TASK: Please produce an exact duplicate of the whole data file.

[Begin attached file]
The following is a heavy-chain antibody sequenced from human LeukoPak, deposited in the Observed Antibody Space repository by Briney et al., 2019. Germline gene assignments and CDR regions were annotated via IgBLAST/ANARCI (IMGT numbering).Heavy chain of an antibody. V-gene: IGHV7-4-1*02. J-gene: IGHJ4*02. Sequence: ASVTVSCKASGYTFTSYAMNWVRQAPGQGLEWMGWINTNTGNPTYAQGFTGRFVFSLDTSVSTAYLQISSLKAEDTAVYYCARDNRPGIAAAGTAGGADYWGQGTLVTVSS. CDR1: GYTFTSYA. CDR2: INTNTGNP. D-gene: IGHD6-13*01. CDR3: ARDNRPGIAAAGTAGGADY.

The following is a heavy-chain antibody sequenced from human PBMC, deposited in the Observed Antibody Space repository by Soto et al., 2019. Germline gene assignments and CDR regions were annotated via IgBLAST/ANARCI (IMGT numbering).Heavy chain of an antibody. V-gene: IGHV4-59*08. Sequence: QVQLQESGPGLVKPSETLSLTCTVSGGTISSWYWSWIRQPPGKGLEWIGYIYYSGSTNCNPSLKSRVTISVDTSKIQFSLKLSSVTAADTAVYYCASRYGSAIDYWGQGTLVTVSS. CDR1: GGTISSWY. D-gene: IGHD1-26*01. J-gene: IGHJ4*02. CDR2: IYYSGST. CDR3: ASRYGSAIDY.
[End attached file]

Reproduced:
The following is a heavy-chain antibody sequenced from human LeukoPak, deposited in the Observed Antibody Space repository by Briney et al., 2019. Germline gene assignments and CDR regions were annotated via IgBLAST/ANARCI (IMGT numbering).Heavy chain of an antibody. V-gene: IGHV7-4-1*02. J-gene: IGHJ4*02. Sequence: ASVTVSCKASGYTFTSYAMNWVRQAPGQGLEWMGWINTNTGNPTYAQGFTGRFVFSLDTSVSTAYLQISSLKAEDTAVYYCARDNRPGIAAAGTAGGADYWGQGTLVTVSS. CDR1: GYTFTSYA. CDR2: INTNTGNP. D-gene: IGHD6-13*01. CDR3: ARDNRPGIAAAGTAGGADY.

The following is a heavy-chain antibody sequenced from human PBMC, deposited in the Observed Antibody Space repository by Soto et al., 2019. Germline gene assignments and CDR regions were annotated via IgBLAST/ANARCI (IMGT numbering).Heavy chain of an antibody. V-gene: IGHV4-59*08. Sequence: QVQLQESGPGLVKPSETLSLTCTVSGGTISSWYWSWIRQPPGKGLEWIGYIYYSGSTNCNPSLKSRVTISVDTSKIQFSLKLSSVTAADTAVYYCASRYGSAIDYWGQGTLVTVSS. CDR1: GGTISSWY. D-gene: IGHD1-26*01. J-gene: IGHJ4*02. CDR2: IYYSGST. CDR3: ASRYGSAIDY.